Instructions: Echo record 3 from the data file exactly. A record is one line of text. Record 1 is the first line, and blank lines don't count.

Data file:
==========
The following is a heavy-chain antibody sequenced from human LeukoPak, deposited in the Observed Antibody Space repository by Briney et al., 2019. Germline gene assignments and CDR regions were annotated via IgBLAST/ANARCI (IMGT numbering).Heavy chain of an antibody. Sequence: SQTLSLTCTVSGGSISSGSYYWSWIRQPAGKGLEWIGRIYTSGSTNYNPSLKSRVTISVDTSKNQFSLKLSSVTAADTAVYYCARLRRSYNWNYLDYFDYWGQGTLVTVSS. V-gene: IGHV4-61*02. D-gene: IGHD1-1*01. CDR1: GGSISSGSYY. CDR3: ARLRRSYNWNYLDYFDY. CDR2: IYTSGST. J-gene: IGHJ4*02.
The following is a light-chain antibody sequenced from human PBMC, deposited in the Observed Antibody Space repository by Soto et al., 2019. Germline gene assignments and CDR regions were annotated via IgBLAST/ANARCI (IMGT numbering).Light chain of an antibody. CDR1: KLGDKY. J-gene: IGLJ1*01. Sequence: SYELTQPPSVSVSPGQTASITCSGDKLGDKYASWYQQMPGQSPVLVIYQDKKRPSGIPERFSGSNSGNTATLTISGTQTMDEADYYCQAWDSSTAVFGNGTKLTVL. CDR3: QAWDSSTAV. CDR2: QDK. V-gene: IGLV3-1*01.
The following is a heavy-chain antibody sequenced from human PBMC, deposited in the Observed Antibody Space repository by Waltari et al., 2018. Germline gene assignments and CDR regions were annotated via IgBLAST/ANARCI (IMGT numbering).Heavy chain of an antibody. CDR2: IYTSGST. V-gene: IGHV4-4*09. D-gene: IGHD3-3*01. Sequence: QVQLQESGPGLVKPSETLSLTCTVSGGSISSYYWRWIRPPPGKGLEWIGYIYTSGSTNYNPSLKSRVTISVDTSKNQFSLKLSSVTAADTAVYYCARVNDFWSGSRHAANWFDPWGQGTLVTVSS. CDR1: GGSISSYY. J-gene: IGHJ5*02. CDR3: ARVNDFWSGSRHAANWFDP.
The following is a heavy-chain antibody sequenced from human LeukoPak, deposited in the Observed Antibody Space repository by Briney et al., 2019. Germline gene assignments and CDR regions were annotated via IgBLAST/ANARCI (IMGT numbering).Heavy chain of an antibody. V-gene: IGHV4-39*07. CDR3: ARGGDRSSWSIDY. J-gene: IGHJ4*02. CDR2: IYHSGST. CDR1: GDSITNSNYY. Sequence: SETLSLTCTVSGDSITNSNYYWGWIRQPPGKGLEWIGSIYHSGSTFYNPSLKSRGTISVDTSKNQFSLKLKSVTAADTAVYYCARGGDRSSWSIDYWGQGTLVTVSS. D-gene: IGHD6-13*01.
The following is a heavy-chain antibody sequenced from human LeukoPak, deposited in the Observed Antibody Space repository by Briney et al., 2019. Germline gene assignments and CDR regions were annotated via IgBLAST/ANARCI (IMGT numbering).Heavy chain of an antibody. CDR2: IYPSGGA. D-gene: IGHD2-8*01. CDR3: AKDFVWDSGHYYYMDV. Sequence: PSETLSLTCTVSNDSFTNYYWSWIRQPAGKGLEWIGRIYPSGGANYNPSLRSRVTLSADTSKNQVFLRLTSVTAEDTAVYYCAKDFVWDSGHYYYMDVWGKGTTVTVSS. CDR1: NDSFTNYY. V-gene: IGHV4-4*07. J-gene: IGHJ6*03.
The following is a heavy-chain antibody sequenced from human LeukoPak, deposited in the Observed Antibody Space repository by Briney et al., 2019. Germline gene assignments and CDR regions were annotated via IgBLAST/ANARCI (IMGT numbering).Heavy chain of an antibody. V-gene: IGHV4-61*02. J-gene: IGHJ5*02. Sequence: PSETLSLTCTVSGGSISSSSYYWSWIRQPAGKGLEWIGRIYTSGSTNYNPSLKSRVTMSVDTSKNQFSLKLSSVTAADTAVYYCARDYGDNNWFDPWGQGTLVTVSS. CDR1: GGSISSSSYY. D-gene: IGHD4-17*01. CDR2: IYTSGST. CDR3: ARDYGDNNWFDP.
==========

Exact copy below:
The following is a heavy-chain antibody sequenced from human PBMC, deposited in the Observed Antibody Space repository by Waltari et al., 2018. Germline gene assignments and CDR regions were annotated via IgBLAST/ANARCI (IMGT numbering).Heavy chain of an antibody. CDR2: IYTSGST. V-gene: IGHV4-4*09. D-gene: IGHD3-3*01. Sequence: QVQLQESGPGLVKPSETLSLTCTVSGGSISSYYWRWIRPPPGKGLEWIGYIYTSGSTNYNPSLKSRVTISVDTSKNQFSLKLSSVTAADTAVYYCARVNDFWSGSRHAANWFDPWGQGTLVTVSS. CDR1: GGSISSYY. J-gene: IGHJ5*02. CDR3: ARVNDFWSGSRHAANWFDP.